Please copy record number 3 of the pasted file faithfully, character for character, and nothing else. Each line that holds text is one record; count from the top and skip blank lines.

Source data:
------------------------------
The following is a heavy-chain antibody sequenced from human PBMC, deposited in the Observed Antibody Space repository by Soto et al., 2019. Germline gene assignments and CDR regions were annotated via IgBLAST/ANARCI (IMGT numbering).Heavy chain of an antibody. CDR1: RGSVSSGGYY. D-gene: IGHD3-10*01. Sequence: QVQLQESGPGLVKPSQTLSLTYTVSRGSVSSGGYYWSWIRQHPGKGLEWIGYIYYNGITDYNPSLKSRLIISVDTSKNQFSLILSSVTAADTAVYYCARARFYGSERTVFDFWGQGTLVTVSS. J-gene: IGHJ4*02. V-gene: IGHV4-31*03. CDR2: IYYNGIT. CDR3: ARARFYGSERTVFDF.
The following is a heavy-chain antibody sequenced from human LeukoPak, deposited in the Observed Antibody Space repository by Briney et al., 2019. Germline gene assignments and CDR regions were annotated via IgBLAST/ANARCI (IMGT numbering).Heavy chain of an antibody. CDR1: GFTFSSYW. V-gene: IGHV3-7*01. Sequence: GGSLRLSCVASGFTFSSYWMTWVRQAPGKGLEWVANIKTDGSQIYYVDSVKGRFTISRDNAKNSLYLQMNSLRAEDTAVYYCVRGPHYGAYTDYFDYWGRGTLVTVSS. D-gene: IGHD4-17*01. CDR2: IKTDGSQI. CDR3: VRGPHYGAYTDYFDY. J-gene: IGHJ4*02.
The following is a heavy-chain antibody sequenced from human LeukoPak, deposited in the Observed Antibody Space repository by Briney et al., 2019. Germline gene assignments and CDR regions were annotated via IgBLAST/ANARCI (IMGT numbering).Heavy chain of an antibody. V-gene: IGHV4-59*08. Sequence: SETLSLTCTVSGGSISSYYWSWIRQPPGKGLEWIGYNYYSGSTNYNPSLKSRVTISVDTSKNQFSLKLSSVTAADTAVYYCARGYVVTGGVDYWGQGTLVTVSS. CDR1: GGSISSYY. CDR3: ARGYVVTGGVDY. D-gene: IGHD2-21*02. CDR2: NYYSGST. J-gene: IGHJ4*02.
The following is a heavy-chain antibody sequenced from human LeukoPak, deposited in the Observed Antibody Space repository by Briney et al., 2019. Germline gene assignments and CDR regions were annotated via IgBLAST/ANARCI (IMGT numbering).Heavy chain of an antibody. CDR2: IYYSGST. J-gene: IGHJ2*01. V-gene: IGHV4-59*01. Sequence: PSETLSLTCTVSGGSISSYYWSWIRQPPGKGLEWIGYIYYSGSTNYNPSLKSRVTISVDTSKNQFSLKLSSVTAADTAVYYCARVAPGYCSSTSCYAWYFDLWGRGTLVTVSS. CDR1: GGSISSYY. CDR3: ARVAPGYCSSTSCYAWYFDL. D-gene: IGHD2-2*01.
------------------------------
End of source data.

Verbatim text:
The following is a heavy-chain antibody sequenced from human LeukoPak, deposited in the Observed Antibody Space repository by Briney et al., 2019. Germline gene assignments and CDR regions were annotated via IgBLAST/ANARCI (IMGT numbering).Heavy chain of an antibody. V-gene: IGHV4-59*08. Sequence: SETLSLTCTVSGGSISSYYWSWIRQPPGKGLEWIGYNYYSGSTNYNPSLKSRVTISVDTSKNQFSLKLSSVTAADTAVYYCARGYVVTGGVDYWGQGTLVTVSS. CDR1: GGSISSYY. CDR3: ARGYVVTGGVDY. D-gene: IGHD2-21*02. CDR2: NYYSGST. J-gene: IGHJ4*02.